The battle over the DOL’s efforts to implement a new law that will impose a fiduciary standard on anyone giving retirement advice continues with some now questioning whether critics of the law really believe its effects will be so grave. The financial industry has hotly contested the new law based on concerns that it will drive up costs and limit their ability to offer certain retirement services to lower- and middle-class individuals.
But on Thursday, February 11, a letter from two influential lawmakers surfaced, in which they state that financial and insurance companies are not as critical of the law when speaking to shareholders. Senator Elizabeth Warren and Representative Elijah Cummings said that financial and insurance companies are “providing their investors with a much more sanguine view of the impact of the rule,” and urged the White House and Labor Department to finalize the rule quickly.
Industry leaders highlighted in the letter responded that their positions on the issue were very consistent with their public critiques of the law as not in their customers’ best interest. Some cited their diversified business mix and strategy and others their ability to adapt to a changing market for their assurance that they could withstand the regulatory change and maintain a positive outlook for investors.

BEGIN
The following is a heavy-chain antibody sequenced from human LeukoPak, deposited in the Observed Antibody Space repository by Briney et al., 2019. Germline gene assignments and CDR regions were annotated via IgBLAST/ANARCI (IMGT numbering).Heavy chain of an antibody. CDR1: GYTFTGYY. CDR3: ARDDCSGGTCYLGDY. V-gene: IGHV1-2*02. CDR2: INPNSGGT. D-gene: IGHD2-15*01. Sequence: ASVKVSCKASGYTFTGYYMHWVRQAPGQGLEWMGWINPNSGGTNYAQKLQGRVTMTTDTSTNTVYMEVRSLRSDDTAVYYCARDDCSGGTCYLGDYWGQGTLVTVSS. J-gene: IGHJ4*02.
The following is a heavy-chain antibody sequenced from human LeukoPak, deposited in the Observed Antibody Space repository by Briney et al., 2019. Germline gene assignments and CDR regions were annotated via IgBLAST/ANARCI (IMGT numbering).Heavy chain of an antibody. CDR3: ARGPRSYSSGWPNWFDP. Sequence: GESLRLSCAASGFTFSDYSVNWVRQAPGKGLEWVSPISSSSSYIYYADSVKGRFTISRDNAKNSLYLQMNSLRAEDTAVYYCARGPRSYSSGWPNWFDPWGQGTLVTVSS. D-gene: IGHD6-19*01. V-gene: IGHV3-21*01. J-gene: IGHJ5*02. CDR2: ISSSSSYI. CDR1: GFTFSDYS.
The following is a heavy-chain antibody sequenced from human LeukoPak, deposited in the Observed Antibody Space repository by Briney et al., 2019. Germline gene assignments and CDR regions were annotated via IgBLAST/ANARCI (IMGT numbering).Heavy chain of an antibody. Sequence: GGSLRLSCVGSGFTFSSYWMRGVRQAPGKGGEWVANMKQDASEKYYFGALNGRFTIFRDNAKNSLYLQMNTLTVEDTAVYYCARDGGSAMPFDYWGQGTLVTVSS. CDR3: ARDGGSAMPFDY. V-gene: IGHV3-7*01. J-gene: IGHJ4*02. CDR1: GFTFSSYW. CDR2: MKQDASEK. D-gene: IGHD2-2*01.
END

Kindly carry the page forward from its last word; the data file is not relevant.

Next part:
The DOL began working to revise the fiduciary standard, in response to the Dodd-Frank Wall Street reform law, shortly after it was enacted in 2010. Regulators have not yet been able to turn it into an enforceable rule.
Nevertheless, companies faced with adapting to the new law – whatever it will be – need to be aware of changes to the law as they are developing and offer comment when possible, and to start thinking ahead about how to cope with the upcoming changes. Because this change is coming sooner or later, it is best to be ready when it gets here.